IP address authentication for databases (and more): In a mobile learning environment where data plans abound, IP address is about the least reliable mechanism to authenticate users and track usage. Most vendors are willing to provide alternative solutions when librarians ask for them. There are more mobile phones than toothbrushes in the world. Vendors, publishers and educators need to build instruction and infrastructure for mobile learning, rather than hardwired desktop computing.
Saving libraries: See David Lankes August 2012 post. Saying that libraries need saving implies that they are endangered. Let's innovate libraries rather than preserve them. Let's grow amazing programs. Let's transform teaching and learning. Let's evolve with our learners. Let's help teachers teach, learners learn, and document the process. If we focus on that in lieu of advocacy, advocacy won't be as necessary.
EBook/print book ratio: In the aforementioned conversation with an eContent distributor, I chastised him for trying to devise a formula for an "appropriate" ratio of electronic to print books for school libraries. I explained that the only person qualified to make that calculation is a certified school librarian  (or whatever you call them - see "W" above) who knows his/her teaching and learning community's needs. Print v. digital, screen size preference, community demographics, access to mobile technology, Internet access, curriculum, learning standards, student v. teacher selected content (Chris Harris' terms), readers, reading capacity, etc. - this cannot be computed through magical formula that can be applied to a random learning environment. There are variables - human variables that defy calculation. This is one of many reasons why schools need librarians. 
Ditching Dewey: It won't matter soon. Just do what works for your learning community and stop trying the generate controversy over something that will become immaterial (quite literally) within the next decade. When we focus on physical resource location, rather than resource evaluation, we reinforce all those "keeper of the books" stereotypes.

Oh, and yeah... that spells W.I.S.E.D., as in it's time we wised up?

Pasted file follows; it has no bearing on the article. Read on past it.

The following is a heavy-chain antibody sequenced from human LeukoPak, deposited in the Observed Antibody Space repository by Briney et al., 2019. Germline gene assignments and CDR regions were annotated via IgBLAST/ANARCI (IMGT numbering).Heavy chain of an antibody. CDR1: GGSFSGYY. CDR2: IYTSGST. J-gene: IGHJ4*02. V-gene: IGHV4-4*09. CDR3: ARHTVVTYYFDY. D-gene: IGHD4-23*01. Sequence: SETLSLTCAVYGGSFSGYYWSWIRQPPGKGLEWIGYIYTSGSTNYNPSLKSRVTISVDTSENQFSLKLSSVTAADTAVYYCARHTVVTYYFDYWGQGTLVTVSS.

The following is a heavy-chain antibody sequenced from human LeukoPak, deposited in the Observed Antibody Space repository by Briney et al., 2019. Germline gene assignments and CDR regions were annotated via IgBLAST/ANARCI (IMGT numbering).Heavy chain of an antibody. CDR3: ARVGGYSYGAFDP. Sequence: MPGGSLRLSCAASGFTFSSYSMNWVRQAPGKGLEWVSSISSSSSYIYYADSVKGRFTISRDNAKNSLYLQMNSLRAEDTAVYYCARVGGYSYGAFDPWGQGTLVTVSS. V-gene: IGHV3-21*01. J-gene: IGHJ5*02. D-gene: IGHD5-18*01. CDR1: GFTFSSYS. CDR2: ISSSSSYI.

Like I said, I've been trying really hard not to publish this, and there was a point right after Jennifer posted her 11 questions piece that I said, "Yes, that's what we need to focus on!", and I chastised myself for articulating what we shouldn't talk about instead of what we should talk about. The "Yes, and..." here is that there is a point where recursive conversations become regressive, and I worry that if we don't abandon at least some of the conversations I mention here, we will not free ourselves up to focus on the innovative thinking Jennifer prescribes. I want us to focus on that stuff, not this stuff. So let's go out there, ask the right questions, and show them how truly awesome we are.

Epilogue

Since I reference Jennifer LaGarde’s work throughout this post, I called her up to run it by her. After I explained why I was calling, she said, “It’s funny that you’re calling about the 11 questions post, because that was a follow-up to an earlier post listing five conversations I don’t want to have any more.” I was embarrassed to have missed the post, but my embarrassment was offset by the validation I felt upon learning that our thinking was so in sync. It turns out that in our short lists of conversations to end, we both included what to call ourselves and how to arrange our collections. I chose to go ahead and post this not in spite of the redundancy, but because of it. We’re all educators, right? We know that if one learner asks a question, there will be at least a few others who are wondering the same thing. The same principle applies here. If Jennifer and I agree that there are a few things we need to let go, then chances are, we are not alone. Here’s to fresh ideas in 2014!


Sunday, November 17, 2013

AASL 16th National Conference takeaways

This is totally unpolished and sloppy, but I have to reflect about the AASL 16th National Conference right away, while it's all fresh, and before I go back to the real world.

True story: I was going through my files a few weeks ago and I came across my notes from the 2003 CEMA annual conference. I had pages and pages of notes from Doug Johnson's talks. I emailed him to share that everything I wrote down a decade ago was still relevant today - the ultimate complement. I attended his session on Friday, and it was entertaining, timely, and relevant. Great thoughts on how to inspire (and maybe try to measure) creativity. Here is the link to his presentation.

I also attended Kristin Fontichiaro and Debbie Abilock's session on data, data mining, and privacy. Wow! Here is the link to that one.

I was dazzled by the scientificity of the research Dr. Nancy Everhart, AASL Past Past President, conducted during her 2011 Vision Tour. Judi Paradis impressed us all with a heartwarming story of how her school visit changed one legislator's view of what a librarian does, and how that resulted in proposed legislation mandating school librarians in Massachusetts schools. It doesn't get better than that!